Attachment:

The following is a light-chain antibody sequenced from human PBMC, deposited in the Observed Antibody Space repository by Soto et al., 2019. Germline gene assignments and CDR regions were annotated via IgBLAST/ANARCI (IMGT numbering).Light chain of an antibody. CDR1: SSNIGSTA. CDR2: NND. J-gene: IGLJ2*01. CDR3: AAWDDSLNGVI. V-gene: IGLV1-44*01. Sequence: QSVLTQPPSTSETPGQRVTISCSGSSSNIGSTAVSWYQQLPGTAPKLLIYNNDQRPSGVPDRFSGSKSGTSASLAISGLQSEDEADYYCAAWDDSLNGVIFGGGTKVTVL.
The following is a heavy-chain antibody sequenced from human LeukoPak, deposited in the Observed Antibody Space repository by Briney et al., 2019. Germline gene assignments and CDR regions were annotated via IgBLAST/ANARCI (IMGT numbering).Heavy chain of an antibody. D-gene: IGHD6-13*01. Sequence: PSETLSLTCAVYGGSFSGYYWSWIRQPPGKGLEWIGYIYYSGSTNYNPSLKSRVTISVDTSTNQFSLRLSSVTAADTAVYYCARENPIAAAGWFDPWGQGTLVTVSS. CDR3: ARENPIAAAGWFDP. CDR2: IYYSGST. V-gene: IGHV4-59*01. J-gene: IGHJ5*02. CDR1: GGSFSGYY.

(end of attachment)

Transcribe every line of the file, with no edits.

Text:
The following is a light-chain antibody sequenced from human PBMC, deposited in the Observed Antibody Space repository by Soto et al., 2019. Germline gene assignments and CDR regions were annotated via IgBLAST/ANARCI (IMGT numbering).Light chain of an antibody. CDR1: SSNIGSTA. CDR2: NND. J-gene: IGLJ2*01. CDR3: AAWDDSLNGVI. V-gene: IGLV1-44*01. Sequence: QSVLTQPPSTSETPGQRVTISCSGSSSNIGSTAVSWYQQLPGTAPKLLIYNNDQRPSGVPDRFSGSKSGTSASLAISGLQSEDEADYYCAAWDDSLNGVIFGGGTKVTVL.
The following is a heavy-chain antibody sequenced from human LeukoPak, deposited in the Observed Antibody Space repository by Briney et al., 2019. Germline gene assignments and CDR regions were annotated via IgBLAST/ANARCI (IMGT numbering).Heavy chain of an antibody. D-gene: IGHD6-13*01. Sequence: PSETLSLTCAVYGGSFSGYYWSWIRQPPGKGLEWIGYIYYSGSTNYNPSLKSRVTISVDTSTNQFSLRLSSVTAADTAVYYCARENPIAAAGWFDPWGQGTLVTVSS. CDR3: ARENPIAAAGWFDP. CDR2: IYYSGST. V-gene: IGHV4-59*01. J-gene: IGHJ5*02. CDR1: GGSFSGYY.